How to Stop Moths From Eating Your Clothes
We all live in fear of those tell-tale tiny holes in our favorite sweaters, dresses, and shirts. Here's how to keep moths out of your closet—and what to do if it's already too late.
Nothing can ruin a morning faster than reaching into the closet for your favorite sweater—and finding one or more tiny holes in it. You've been victimized by moths. And where there's one, there are many. Unlike summer's outdoor moths that flock to light, or those pests that take up residence in your pantry, moths that thrive on garments like to reside in dark, undisturbed areas like closets, basements, and attics—and can live in the corners and folds of fabrics, especially if the clothes contain microscopic skin cells or bits of food from the last time you wore them. Gross, we know.
Moths are destructive, no doubt, but they don't actually eat your clothes—their babies do. According to Blake Newton, an Extension Entomologist at the University of Kentucky, moths lay eggs on fabrics, caterpillars hatch from those eggs, and then the caterpillars munch on the clothing. Another surprise? These caterpillars have refined taste, Newton tells us: “They will only eat animal-based fabrics like wool and cashmere, because the caterpillars need animal proteins from the fabric to grow and develop.” In addition to wool or cashmere sweaters, consider your fur coats, silk blouses, and anything with feathers fair game to your new closet-squatting housemates.
Whether you’re looking to keep moths out of your closet, or have already noticed a few suspicious holes in your favorite garments and want to get rid of clothes moths for good, these are the best methods to get—and stay—moth-free.
Vacuum Weekly—Even in Your Closets
“Vacuuming effectively removes larvae which are already present as well as hair and lint which could support future infestations,” says Dr. Mike Potter, a professor of the Entomologist department at the University of Kentucky’s College of Agriculture. “Be sure to vacuum the edges of carpets, along baseboards, underneath furniture, inside closets and other dark areas where clothes moths prefer to feed. Vacuuming up an infested area? Dispose of the bag’s contents immediately, as it could include eggs, larvae, or adult moths.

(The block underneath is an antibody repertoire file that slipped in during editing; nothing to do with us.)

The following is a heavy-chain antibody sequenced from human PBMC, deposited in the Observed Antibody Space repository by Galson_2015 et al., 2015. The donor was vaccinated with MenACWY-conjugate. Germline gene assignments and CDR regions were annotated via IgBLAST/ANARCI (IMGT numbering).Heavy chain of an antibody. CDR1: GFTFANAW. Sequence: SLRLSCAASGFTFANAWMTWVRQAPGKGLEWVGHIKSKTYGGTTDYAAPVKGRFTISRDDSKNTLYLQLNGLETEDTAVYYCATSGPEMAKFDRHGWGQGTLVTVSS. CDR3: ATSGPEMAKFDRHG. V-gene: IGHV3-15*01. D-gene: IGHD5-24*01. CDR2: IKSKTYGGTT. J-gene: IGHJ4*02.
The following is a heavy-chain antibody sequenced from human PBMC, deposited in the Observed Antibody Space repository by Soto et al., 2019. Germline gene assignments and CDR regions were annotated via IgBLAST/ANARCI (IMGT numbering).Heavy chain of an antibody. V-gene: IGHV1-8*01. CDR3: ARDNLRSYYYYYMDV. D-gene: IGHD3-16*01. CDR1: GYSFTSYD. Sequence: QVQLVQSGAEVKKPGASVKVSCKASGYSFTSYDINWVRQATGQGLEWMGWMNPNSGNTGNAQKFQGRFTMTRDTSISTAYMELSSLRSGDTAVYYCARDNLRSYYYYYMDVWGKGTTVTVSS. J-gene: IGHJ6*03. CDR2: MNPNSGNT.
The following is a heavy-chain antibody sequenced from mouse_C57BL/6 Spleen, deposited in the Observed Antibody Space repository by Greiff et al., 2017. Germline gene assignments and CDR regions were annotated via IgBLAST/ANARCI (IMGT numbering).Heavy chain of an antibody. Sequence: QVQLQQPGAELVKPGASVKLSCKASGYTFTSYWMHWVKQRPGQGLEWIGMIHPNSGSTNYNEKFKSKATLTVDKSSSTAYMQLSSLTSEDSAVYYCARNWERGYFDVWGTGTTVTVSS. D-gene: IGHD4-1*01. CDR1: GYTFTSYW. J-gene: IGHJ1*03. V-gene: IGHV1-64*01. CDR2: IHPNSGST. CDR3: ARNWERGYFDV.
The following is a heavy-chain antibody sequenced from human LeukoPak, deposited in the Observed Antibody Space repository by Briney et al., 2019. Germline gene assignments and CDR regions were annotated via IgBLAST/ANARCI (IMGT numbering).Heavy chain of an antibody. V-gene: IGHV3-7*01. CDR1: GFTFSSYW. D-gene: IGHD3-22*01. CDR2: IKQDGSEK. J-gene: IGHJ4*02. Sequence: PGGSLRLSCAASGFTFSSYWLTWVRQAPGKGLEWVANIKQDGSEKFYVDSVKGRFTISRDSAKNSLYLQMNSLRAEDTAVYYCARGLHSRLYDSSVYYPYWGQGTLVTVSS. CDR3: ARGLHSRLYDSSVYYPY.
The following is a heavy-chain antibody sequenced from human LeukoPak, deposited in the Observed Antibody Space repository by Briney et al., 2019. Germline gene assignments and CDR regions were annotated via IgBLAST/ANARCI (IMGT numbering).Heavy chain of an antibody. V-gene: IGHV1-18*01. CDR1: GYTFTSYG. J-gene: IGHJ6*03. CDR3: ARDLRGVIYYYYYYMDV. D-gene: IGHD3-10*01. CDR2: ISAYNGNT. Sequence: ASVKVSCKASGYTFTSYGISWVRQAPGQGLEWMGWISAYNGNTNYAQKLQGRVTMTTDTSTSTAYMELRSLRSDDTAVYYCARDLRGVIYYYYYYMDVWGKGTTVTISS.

Buy A Clothing Brush
You might feel weird grooming your clothing with a brush, but it's a smart way to remove moth eggs and expose larvae. University of California’s department of Agriculture and Natural Resources suggests placing items in the sun and brushing them thoroughly, paying special attention to seams, folds, and pockets. According to their Integrated Pest Management Program, brushing will destroy eggs, and exposing larvae to bright light causes them to fall from clothing.
Never Pack Away Dirty Clothes
Before you get offended that we'd even suggest such a thing, know that even if you wore a cardigan once for an hour or two, over another top, it counts as dirty. Before packing up your clothes at the end of the season, wash or dry clean items that have been worn at all to remove dirt and oil—both things bugs are drawn to. The University of California’s Pest Management Program advises laundering clothes for 20-30 minutes in water that is at least 120°F. Or send them to the dry cleaner.
Keep Off-Season Clothing Airtight
Once your garments are clean and pest-free, place them in airtight plastic containers with tight-fitting lids, as opposed to dressers and trunks that have small openings bugs can get through.
Give Up on Chemical "Cures"
Moth balls and flakes work contain paradichlorobenzene (PDB) or napthalene, which are lethal to moths—but only in concentrated doses, says Dr. Potter. “In order to achieve the right levels of concentration, the vapors must be tightly confined with the items you wish to protect.” Since there's no way of knowing if your mothball fumes are concentrated enough to be effective—and because these chemicals can also be harmful to you—Blake advises against using them at all. If you're a die-hard moth ball user, be sure to air out garments thoroughly before hanging them up in your closet at the start of a new season.
A safer and more natural way to repel moths? Tuck small satchels of lavender in dresser drawers or hang them in your closet. Note: This won't kill existing moth eggs or larvae, so be certain you’ve eliminated the pest first.
Freeze Your Favorites
Newton offers a novel, chemical-free approach to warding off moths: Once a year, slide your your wool sweaters, prized silk scarves, and feather boas into zipper bags and stick them in the freezer next to the frozen peas. “Keep them there for a few days," he says. “This will kill any caterpillars.”